Coastal Alabama Recognized for Innovation by American Society of Adaptation Professionals
The Nature Conservancy (TNC) was recognized at the May, 2015 National Adaptation Forum for it’s work alongside its key partners Alabama Coastal Foundation, Mobile Baykeeper and The Ocean Foundation) in coastal Alabama.
The National Adaptation Forum is “a biennial gathering created by a group of professionals from the private and public sectors concerned about the need to respond to and prepare for the effects of climate change.” This year’s gathering of the American Society of Adaptation Professionals (ASAP) honored TNC as one of four finalists for the Prize in Progress for work in coastal Alabama. As part of the Coastal Resilience Alabama project, TNC has successfully formed a coalition to restore 100 miles of oyster reefs and more than 1,000 acres of coastal marsh and seagrass. The 2015 Prize for Progress highlights the practices of leading U.S. public, private, nonprofit, and academic organizations that have reduced risk and vulnerability of natural or human systems to extreme weather events and climate change.
“The community based restoration efforts in Mobile Bay are multipurpose enhancing the natural environment with oyster reefs that will produce oysters, crabs and shrimp but will also protect the shoreline by stabilizing sediments, and dampening wave energy while decreasing coastal erosion.” said Kathy McLeod, Director for Climate Risk & Resilience at The Nature Conservancy. “This national recognition celebrates progress in the growing green infrastructure field and helps build the case for large-scale implementations of nature-based disaster risk reduction efforts.”
Where should the reefs go?
Deciding where to place the permitted oyster reefs was dependent feedback from the key stakeholders but also through utilization the Coastal Defense app, part of the Coastal Resilience tool platform, designed specifically for this project. The browser-based app helps stakeholders identify and place appropriate nature-based solutions to reduce risk and increase community resilience.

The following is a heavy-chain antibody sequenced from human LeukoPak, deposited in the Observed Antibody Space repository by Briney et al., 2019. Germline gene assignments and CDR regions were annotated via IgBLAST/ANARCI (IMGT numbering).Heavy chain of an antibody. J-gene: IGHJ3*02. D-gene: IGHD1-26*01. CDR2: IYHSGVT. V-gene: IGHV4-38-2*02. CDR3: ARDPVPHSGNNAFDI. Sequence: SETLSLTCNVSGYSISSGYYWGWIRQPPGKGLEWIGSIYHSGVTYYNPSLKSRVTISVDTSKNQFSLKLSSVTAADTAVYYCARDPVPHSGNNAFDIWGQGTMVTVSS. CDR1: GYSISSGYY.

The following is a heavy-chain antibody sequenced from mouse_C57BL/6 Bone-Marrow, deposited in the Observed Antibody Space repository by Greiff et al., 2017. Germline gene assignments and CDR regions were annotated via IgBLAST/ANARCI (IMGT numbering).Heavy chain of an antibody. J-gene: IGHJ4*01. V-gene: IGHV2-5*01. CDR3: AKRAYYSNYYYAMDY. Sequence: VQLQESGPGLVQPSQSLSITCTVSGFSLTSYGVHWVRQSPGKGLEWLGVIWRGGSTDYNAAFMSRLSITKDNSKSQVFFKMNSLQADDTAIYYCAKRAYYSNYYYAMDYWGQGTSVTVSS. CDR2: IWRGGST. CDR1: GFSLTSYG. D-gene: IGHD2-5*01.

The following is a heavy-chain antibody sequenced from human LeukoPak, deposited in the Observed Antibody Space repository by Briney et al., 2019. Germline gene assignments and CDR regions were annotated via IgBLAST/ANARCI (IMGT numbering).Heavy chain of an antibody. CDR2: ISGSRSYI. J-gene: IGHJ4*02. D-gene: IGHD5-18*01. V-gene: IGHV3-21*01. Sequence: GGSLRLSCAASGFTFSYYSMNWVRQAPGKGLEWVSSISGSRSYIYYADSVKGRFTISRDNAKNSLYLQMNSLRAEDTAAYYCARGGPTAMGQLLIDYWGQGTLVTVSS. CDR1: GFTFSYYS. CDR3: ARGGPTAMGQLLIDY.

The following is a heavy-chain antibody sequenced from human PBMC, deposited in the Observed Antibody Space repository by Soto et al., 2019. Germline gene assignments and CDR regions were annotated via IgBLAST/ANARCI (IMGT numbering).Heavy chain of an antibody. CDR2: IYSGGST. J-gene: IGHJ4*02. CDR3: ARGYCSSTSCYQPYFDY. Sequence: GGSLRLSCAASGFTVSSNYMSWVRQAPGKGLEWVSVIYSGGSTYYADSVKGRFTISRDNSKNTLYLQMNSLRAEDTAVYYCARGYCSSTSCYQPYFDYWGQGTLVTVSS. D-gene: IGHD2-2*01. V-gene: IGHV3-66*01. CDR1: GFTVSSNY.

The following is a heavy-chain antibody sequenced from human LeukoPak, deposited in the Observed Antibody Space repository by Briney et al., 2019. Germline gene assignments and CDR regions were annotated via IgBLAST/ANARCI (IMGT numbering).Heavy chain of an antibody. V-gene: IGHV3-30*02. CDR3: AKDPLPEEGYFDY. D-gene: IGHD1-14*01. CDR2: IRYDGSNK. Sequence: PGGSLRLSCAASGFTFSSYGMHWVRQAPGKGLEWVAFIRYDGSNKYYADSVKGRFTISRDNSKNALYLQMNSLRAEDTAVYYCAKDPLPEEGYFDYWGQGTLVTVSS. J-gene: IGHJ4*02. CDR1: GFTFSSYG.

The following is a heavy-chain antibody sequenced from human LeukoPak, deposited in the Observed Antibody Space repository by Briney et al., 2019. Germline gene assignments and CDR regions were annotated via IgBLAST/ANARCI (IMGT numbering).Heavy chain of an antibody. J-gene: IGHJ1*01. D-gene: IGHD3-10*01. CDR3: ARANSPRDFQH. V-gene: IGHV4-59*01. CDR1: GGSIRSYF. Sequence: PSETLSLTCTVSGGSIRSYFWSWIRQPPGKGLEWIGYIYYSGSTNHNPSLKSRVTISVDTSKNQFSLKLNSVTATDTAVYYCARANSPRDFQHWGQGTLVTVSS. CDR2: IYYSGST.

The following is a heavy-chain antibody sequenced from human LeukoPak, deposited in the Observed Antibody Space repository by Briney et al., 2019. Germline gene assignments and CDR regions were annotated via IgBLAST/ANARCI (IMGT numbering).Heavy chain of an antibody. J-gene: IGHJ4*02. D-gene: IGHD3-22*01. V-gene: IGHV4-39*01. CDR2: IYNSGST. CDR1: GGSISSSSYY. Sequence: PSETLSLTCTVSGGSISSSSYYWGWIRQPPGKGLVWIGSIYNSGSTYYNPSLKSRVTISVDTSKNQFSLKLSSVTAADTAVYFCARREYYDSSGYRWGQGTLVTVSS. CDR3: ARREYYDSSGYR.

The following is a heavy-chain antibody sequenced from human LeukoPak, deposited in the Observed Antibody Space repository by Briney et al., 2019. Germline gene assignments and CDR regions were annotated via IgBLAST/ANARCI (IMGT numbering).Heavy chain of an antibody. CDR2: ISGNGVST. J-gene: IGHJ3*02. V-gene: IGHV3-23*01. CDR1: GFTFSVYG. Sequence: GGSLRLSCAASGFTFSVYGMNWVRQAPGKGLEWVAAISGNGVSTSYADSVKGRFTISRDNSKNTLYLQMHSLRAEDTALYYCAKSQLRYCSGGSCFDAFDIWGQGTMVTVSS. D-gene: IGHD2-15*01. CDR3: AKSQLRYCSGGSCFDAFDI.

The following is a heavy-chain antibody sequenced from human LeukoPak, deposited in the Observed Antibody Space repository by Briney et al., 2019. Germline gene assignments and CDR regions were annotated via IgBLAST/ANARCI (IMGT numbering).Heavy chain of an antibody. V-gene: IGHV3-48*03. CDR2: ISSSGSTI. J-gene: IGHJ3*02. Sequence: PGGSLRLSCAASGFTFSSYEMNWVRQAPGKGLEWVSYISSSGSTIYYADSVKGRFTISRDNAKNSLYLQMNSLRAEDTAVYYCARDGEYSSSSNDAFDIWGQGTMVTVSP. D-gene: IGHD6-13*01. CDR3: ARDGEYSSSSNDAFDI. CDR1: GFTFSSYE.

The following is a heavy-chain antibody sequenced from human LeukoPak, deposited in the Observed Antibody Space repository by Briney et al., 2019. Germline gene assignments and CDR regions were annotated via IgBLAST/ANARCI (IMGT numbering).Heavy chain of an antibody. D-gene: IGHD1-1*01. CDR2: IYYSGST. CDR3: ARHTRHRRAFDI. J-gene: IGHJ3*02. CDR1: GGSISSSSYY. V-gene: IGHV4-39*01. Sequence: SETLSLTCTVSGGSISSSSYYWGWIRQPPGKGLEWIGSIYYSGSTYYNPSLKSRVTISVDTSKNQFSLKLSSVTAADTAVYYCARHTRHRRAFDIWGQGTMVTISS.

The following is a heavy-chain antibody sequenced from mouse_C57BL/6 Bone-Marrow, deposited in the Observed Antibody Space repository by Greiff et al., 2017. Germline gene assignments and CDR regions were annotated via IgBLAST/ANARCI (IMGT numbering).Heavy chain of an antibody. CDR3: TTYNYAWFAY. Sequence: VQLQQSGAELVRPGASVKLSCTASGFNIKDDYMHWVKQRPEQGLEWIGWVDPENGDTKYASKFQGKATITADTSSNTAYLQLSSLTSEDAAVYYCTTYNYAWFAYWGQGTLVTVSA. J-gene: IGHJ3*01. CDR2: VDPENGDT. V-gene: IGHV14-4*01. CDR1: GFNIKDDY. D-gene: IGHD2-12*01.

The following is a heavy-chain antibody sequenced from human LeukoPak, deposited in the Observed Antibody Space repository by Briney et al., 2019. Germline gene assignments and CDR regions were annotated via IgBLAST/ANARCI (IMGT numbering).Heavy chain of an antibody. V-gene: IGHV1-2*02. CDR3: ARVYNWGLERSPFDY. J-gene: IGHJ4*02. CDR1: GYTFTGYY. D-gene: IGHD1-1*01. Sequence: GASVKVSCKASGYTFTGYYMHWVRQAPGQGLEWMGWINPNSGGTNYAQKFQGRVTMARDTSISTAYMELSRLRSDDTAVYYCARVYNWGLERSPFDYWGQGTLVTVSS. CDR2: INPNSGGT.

“The Coastal Defense app is simple to use and is a quick way to show someone how a living shoreline dampens wave energy along their property while adding habitat value”, explained Mary Kate Brown, Coastal Conservation Specialist for the Nature Conservancy in Alabama. “It provides a great conversation starter because people react better to visual examples and diagrams than just our explanation.”
Is it working?
“Ecosystem service benefits are already being observed at some of the first oyster restoration sites that were completed as part of the Restore Coastal Alabama project”, explained Judy Haner, Marine and Freshwater Director for The Nature Conservancy is Alabama.
At the Helen Wood Park site, salt marsh behind the oyster restoration expanded its footprint by 7.5% in less than a year without any marsh planting. At the Swift Tract site, the shoreline remained stable during Tropical Storm Isaac which made landfall in August of 2012. The shoreline to the south suffered erosion ranging from 1-6 feet, while the coastline shoreward of the oyster restoration was stable and did not experience any significant erosion.
“Continued monitoring of this type on additional demonstration sites will build quantifiable metrics of success to help make a more compelling case for large scale natural infrastructure investments”, Haner said.
Laura Flessner, who accepted the award on behalf of The Nature Conservancy, is one of the main designers of the Coastal Defense app. She thinks that this type of recognition by innovative practitioners in the filed climate adaptation highlights the need to communicate green infrastructure success stories to others to act as a template of action.
“The Restore Coastal Alabama project provides a great example of how successful the Coastal Resilience approach and decision support tool framework can be in communicating the value of nature-based risk reduction solutions to stakeholders as well as supporting project implementation” she explained. “Projects like these mainstream the implementation of natural defenses for reducing risks and adapting to coastal threats and will ultimately change the way we develop and grow in a more sustainable way along the Gulf coast in the U.S. and coastal communities globally”.
Read more here about the project “ASAP Snapshot Restore Coastal Alabama”
Click here to see demonstration videos on the Coastal Defense and other apps.
Story contributed by Amanda Wrona Meadows